Editor's Note — Coronavirus cases remain high across the globe. Health officials caution that travel increases your chances of getting and spreading the virus. Staying home is the best way to stem transmission. Below is information on what to know if you still plan to travel, last updated on October 8.
(CNN) — If you're planning to travel to Japan, here's what you'll need to know and expect if you want to visit during the Covid-19 pandemic.
Japan was initially lauded for containing the virus during the first wave but has since seen several surges in cases.
On September 22, Japan's health ministry agreed to loosen entry restrictions for visitors to the country who can show proof of being fully vaccinated against the coronavirus.
Travelers will have to show proof of getting the Pfizer, Moderna or AstraZeneca vaccines, as they are currently the only ones accepted in Japan.
Eligible travelers will no longer have to endure a 14-day quarantine -- instead, they can do 10. At the end of the 10-day period, they must take a PCR test. If that test comes back negative, the person is then able to move about freely.
The world artistic and rhythm gymnastics competitions will be held in Kitakyushu in October 2021 -- and this time, unlike the Olympics, with spectators.
What's on offer
A heady mix of the cutting edge and deeply traditional, Japan remains a major draw for travelers from all over the globe. Whether participating in a traditional tea ceremony in Kyoto, scouring Tokyo's Akihabara district for tech bargains or soaking in a hot onsen in the forests of Tohoku, this is a country that leaves its mark on all who visit.
Who can go
Japan has some of the most stringent travel restrictions in the world.
Visitors from Australia, Brunei, China (including Hong Kong and Macau), New Zealand, South Korea, Singapore, Taiwan, Thailand and Vietnam may enter the country, although those traveling from China and South Korea can only arrive into the country via Tokyo Narita airport. Additionally, those traveling for study, work or to join family (subject to visa requirements) may enter.
That said, there are many exceptions and the rules change constantly. The government reserves the right to change these regulations if and when new variants are detected or other countries have spikes.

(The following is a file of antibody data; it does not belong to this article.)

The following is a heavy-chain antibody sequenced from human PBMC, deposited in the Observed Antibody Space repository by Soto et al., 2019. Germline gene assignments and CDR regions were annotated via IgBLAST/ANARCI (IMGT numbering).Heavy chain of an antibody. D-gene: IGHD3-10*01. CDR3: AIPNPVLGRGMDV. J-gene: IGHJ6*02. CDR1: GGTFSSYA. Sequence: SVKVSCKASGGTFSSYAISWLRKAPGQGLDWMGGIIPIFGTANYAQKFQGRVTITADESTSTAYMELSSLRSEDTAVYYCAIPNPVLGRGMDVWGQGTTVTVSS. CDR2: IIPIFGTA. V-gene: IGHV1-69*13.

As of September 19, visitors from the following countries no longer have to spend three days in government quarantine in addition to 10 days of self-isolation: Andorra, Belarus, Cambodia, Fiji, Finland, France, Ireland, Iran, Israel, Jordan, Lebanon, Luxembourg, Malta, Namibia, the Netherlands, Oman, Thailand, Tunisia, the United States, and Zimbabwe.
Consult MOFA for the latest information.
What are the restrictions?
Those traveling under Japan's revised business travel rules will need to provide proof of a negative PCR test taken within 72 hours of departure, signed and stamped by the laboratory where it was taken. While they will not need to self-isolate, they will need to provide details of their movements for the following two weeks and not use public transport.
Japan will be entirely free of the "state of emergency" or "quasi-state of emergency" designations as of October 1. That is the first time since April that not a single prefecture will be in one of the categories.
Under these states and quasi-states, prefecture governments were allowed to make restrictions about things like crowd sizes and restaurant hours. With those designations lifted, it is possible for venues like bars, malls and cinemas to reopen.
What's the Covid situation?
As of October 8, Japan had reported 1,709,603 confirmed cases of the virus and 17,872 deaths. These numbers don't include any positive cases connected to the Olympics or Paralympics.
The National Institute of Infectious Diseases says that about 70% of the Tokyo-area cases are the Delta variant.
Japan's vaccine rollout began slowly but significantly picked up over the summer. The percentage of the population who are fully vaccinated against the coronavirus passed the 50% mark the week of September 6.
As of October 8, 63% of the population has gotten two doses of a vaccine. The government announced it was buying 130 million additional doses of the Pfizer vaccine to give as booster shots.
Chief Cabinet Secretary Katsunobu Kato confirmed to local media that his team is exploring options for "vaccine passports." Business travelers would be prioritized for these at first.
What can visitors expect?
While much of Japan remains open for business, cities are far quieter than usual and the government has the right to request the closure of businesses in areas of high transmission. Masks must be worn in public.
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